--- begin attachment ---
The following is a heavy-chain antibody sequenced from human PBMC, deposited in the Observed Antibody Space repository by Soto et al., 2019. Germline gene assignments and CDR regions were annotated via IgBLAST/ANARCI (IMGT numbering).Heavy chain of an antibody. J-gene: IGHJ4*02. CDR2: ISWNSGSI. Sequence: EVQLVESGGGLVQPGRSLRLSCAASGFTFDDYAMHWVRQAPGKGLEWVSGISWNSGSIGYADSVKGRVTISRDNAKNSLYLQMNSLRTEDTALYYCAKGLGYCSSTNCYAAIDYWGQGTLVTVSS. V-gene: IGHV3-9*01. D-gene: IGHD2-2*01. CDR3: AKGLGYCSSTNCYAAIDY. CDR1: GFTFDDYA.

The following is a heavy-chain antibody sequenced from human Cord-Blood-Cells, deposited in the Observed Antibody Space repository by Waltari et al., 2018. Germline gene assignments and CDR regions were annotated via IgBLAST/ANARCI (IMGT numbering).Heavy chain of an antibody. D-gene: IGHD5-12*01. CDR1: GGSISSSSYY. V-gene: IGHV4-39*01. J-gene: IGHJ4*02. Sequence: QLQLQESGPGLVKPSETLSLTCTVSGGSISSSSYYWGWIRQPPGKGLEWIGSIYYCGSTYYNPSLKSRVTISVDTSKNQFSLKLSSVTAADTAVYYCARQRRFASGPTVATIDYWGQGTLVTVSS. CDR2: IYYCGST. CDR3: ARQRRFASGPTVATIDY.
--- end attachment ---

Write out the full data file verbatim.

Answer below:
The following is a heavy-chain antibody sequenced from human PBMC, deposited in the Observed Antibody Space repository by Soto et al., 2019. Germline gene assignments and CDR regions were annotated via IgBLAST/ANARCI (IMGT numbering).Heavy chain of an antibody. J-gene: IGHJ4*02. CDR2: ISWNSGSI. Sequence: EVQLVESGGGLVQPGRSLRLSCAASGFTFDDYAMHWVRQAPGKGLEWVSGISWNSGSIGYADSVKGRVTISRDNAKNSLYLQMNSLRTEDTALYYCAKGLGYCSSTNCYAAIDYWGQGTLVTVSS. V-gene: IGHV3-9*01. D-gene: IGHD2-2*01. CDR3: AKGLGYCSSTNCYAAIDY. CDR1: GFTFDDYA.

The following is a heavy-chain antibody sequenced from human Cord-Blood-Cells, deposited in the Observed Antibody Space repository by Waltari et al., 2018. Germline gene assignments and CDR regions were annotated via IgBLAST/ANARCI (IMGT numbering).Heavy chain of an antibody. D-gene: IGHD5-12*01. CDR1: GGSISSSSYY. V-gene: IGHV4-39*01. J-gene: IGHJ4*02. Sequence: QLQLQESGPGLVKPSETLSLTCTVSGGSISSSSYYWGWIRQPPGKGLEWIGSIYYCGSTYYNPSLKSRVTISVDTSKNQFSLKLSSVTAADTAVYYCARQRRFASGPTVATIDYWGQGTLVTVSS. CDR2: IYYCGST. CDR3: ARQRRFASGPTVATIDY.